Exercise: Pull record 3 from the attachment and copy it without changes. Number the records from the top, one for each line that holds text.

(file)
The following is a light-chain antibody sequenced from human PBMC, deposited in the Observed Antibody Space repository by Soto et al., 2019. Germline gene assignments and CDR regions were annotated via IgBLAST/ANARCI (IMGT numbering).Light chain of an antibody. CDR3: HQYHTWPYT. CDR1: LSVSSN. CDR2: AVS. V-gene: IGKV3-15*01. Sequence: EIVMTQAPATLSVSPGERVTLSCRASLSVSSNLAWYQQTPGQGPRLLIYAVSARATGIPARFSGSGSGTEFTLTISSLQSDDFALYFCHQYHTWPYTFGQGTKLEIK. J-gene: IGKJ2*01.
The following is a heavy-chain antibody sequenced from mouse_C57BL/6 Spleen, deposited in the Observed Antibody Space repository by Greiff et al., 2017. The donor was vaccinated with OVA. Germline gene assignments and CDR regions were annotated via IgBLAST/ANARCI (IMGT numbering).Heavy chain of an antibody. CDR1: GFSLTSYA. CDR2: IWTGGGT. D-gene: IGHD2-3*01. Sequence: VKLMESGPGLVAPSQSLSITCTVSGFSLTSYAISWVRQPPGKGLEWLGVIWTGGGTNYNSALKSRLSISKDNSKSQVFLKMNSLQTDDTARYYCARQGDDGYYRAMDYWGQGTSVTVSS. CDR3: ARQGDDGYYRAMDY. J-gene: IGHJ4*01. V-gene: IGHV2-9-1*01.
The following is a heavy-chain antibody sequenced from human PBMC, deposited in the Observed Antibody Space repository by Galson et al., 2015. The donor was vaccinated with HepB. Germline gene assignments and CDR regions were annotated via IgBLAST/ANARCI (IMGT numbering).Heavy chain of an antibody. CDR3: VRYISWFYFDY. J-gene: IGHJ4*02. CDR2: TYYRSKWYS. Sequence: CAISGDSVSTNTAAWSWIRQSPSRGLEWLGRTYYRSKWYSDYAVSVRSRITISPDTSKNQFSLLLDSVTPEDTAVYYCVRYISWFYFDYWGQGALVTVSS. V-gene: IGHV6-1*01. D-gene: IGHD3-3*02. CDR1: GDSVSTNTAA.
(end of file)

The following is a heavy-chain antibody sequenced from human PBMC, deposited in the Observed Antibody Space repository by Galson et al., 2015. The donor was vaccinated with HepB. Germline gene assignments and CDR regions were annotated via IgBLAST/ANARCI (IMGT numbering).Heavy chain of an antibody. CDR3: VRYISWFYFDY. J-gene: IGHJ4*02. CDR2: TYYRSKWYS. Sequence: CAISGDSVSTNTAAWSWIRQSPSRGLEWLGRTYYRSKWYSDYAVSVRSRITISPDTSKNQFSLLLDSVTPEDTAVYYCVRYISWFYFDYWGQGALVTVSS. V-gene: IGHV6-1*01. D-gene: IGHD3-3*02. CDR1: GDSVSTNTAA.